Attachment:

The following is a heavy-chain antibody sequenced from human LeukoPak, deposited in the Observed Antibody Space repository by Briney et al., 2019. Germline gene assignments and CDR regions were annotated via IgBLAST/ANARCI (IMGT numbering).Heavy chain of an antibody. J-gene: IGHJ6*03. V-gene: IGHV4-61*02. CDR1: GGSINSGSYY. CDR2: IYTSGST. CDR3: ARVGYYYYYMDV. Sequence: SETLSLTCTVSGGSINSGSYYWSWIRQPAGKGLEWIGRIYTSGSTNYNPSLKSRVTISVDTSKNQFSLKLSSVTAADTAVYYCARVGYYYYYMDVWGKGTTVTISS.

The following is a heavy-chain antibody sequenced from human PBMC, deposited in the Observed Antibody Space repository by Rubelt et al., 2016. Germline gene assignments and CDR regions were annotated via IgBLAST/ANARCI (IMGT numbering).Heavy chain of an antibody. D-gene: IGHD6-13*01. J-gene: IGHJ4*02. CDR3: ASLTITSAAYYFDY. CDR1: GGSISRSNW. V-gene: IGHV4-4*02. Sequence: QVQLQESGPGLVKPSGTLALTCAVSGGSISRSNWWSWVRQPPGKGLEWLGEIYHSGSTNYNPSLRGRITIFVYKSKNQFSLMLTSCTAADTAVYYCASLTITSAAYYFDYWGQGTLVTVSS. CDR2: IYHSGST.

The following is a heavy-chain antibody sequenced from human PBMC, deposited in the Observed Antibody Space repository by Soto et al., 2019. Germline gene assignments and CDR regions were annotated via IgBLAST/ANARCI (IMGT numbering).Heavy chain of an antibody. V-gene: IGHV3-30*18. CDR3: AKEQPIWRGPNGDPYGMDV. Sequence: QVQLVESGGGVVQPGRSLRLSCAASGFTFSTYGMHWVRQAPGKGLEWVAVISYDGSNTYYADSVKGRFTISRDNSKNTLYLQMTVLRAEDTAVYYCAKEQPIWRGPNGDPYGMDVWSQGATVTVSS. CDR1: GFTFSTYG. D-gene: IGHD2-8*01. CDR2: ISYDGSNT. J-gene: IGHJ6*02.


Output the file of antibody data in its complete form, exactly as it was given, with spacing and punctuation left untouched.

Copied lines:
The following is a heavy-chain antibody sequenced from human LeukoPak, deposited in the Observed Antibody Space repository by Briney et al., 2019. Germline gene assignments and CDR regions were annotated via IgBLAST/ANARCI (IMGT numbering).Heavy chain of an antibody. J-gene: IGHJ6*03. V-gene: IGHV4-61*02. CDR1: GGSINSGSYY. CDR2: IYTSGST. CDR3: ARVGYYYYYMDV. Sequence: SETLSLTCTVSGGSINSGSYYWSWIRQPAGKGLEWIGRIYTSGSTNYNPSLKSRVTISVDTSKNQFSLKLSSVTAADTAVYYCARVGYYYYYMDVWGKGTTVTISS.

The following is a heavy-chain antibody sequenced from human PBMC, deposited in the Observed Antibody Space repository by Rubelt et al., 2016. Germline gene assignments and CDR regions were annotated via IgBLAST/ANARCI (IMGT numbering).Heavy chain of an antibody. D-gene: IGHD6-13*01. J-gene: IGHJ4*02. CDR3: ASLTITSAAYYFDY. CDR1: GGSISRSNW. V-gene: IGHV4-4*02. Sequence: QVQLQESGPGLVKPSGTLALTCAVSGGSISRSNWWSWVRQPPGKGLEWLGEIYHSGSTNYNPSLRGRITIFVYKSKNQFSLMLTSCTAADTAVYYCASLTITSAAYYFDYWGQGTLVTVSS. CDR2: IYHSGST.

The following is a heavy-chain antibody sequenced from human PBMC, deposited in the Observed Antibody Space repository by Soto et al., 2019. Germline gene assignments and CDR regions were annotated via IgBLAST/ANARCI (IMGT numbering).Heavy chain of an antibody. V-gene: IGHV3-30*18. CDR3: AKEQPIWRGPNGDPYGMDV. Sequence: QVQLVESGGGVVQPGRSLRLSCAASGFTFSTYGMHWVRQAPGKGLEWVAVISYDGSNTYYADSVKGRFTISRDNSKNTLYLQMTVLRAEDTAVYYCAKEQPIWRGPNGDPYGMDVWSQGATVTVSS. CDR1: GFTFSTYG. D-gene: IGHD2-8*01. CDR2: ISYDGSNT. J-gene: IGHJ6*02.